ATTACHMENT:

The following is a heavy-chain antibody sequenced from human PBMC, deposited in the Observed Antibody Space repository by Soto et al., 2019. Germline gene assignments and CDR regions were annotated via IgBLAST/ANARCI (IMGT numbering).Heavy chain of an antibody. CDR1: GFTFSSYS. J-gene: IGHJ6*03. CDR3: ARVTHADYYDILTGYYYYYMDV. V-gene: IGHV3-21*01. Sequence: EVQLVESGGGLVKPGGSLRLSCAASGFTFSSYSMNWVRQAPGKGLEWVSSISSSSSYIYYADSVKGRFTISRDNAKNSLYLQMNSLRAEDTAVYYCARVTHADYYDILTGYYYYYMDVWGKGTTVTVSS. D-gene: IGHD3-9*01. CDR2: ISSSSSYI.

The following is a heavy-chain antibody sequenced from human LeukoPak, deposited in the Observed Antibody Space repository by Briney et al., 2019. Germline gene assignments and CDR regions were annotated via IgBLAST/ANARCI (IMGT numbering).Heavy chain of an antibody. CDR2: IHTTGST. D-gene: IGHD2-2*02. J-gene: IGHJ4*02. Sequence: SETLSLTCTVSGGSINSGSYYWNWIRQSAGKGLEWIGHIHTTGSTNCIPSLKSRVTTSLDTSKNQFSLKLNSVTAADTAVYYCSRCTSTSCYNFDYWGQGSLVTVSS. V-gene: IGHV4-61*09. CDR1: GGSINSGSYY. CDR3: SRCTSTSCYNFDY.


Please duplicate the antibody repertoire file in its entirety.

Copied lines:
The following is a heavy-chain antibody sequenced from human PBMC, deposited in the Observed Antibody Space repository by Soto et al., 2019. Germline gene assignments and CDR regions were annotated via IgBLAST/ANARCI (IMGT numbering).Heavy chain of an antibody. CDR1: GFTFSSYS. J-gene: IGHJ6*03. CDR3: ARVTHADYYDILTGYYYYYMDV. V-gene: IGHV3-21*01. Sequence: EVQLVESGGGLVKPGGSLRLSCAASGFTFSSYSMNWVRQAPGKGLEWVSSISSSSSYIYYADSVKGRFTISRDNAKNSLYLQMNSLRAEDTAVYYCARVTHADYYDILTGYYYYYMDVWGKGTTVTVSS. D-gene: IGHD3-9*01. CDR2: ISSSSSYI.

The following is a heavy-chain antibody sequenced from human LeukoPak, deposited in the Observed Antibody Space repository by Briney et al., 2019. Germline gene assignments and CDR regions were annotated via IgBLAST/ANARCI (IMGT numbering).Heavy chain of an antibody. CDR2: IHTTGST. D-gene: IGHD2-2*02. J-gene: IGHJ4*02. Sequence: SETLSLTCTVSGGSINSGSYYWNWIRQSAGKGLEWIGHIHTTGSTNCIPSLKSRVTTSLDTSKNQFSLKLNSVTAADTAVYYCSRCTSTSCYNFDYWGQGSLVTVSS. V-gene: IGHV4-61*09. CDR1: GGSINSGSYY. CDR3: SRCTSTSCYNFDY.